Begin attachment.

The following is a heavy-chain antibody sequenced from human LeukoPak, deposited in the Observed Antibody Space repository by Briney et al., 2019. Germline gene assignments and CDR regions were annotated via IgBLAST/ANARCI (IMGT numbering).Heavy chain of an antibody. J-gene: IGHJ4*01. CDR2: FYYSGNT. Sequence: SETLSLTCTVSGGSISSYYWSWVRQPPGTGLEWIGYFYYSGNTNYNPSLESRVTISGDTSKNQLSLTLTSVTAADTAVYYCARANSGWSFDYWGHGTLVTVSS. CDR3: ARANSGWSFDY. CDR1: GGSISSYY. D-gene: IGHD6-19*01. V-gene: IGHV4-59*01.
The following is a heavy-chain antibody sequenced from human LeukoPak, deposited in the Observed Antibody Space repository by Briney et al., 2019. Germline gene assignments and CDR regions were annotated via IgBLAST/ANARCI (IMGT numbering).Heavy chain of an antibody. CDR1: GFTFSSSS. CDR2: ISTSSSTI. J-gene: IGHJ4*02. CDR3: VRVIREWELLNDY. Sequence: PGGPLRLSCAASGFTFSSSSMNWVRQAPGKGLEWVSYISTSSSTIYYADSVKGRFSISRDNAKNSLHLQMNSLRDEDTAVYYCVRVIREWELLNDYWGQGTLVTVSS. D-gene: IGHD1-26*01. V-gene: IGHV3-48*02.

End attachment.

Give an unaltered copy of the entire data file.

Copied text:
The following is a heavy-chain antibody sequenced from human LeukoPak, deposited in the Observed Antibody Space repository by Briney et al., 2019. Germline gene assignments and CDR regions were annotated via IgBLAST/ANARCI (IMGT numbering).Heavy chain of an antibody. J-gene: IGHJ4*01. CDR2: FYYSGNT. Sequence: SETLSLTCTVSGGSISSYYWSWVRQPPGTGLEWIGYFYYSGNTNYNPSLESRVTISGDTSKNQLSLTLTSVTAADTAVYYCARANSGWSFDYWGHGTLVTVSS. CDR3: ARANSGWSFDY. CDR1: GGSISSYY. D-gene: IGHD6-19*01. V-gene: IGHV4-59*01.
The following is a heavy-chain antibody sequenced from human LeukoPak, deposited in the Observed Antibody Space repository by Briney et al., 2019. Germline gene assignments and CDR regions were annotated via IgBLAST/ANARCI (IMGT numbering).Heavy chain of an antibody. CDR1: GFTFSSSS. CDR2: ISTSSSTI. J-gene: IGHJ4*02. CDR3: VRVIREWELLNDY. Sequence: PGGPLRLSCAASGFTFSSSSMNWVRQAPGKGLEWVSYISTSSSTIYYADSVKGRFSISRDNAKNSLHLQMNSLRDEDTAVYYCVRVIREWELLNDYWGQGTLVTVSS. D-gene: IGHD1-26*01. V-gene: IGHV3-48*02.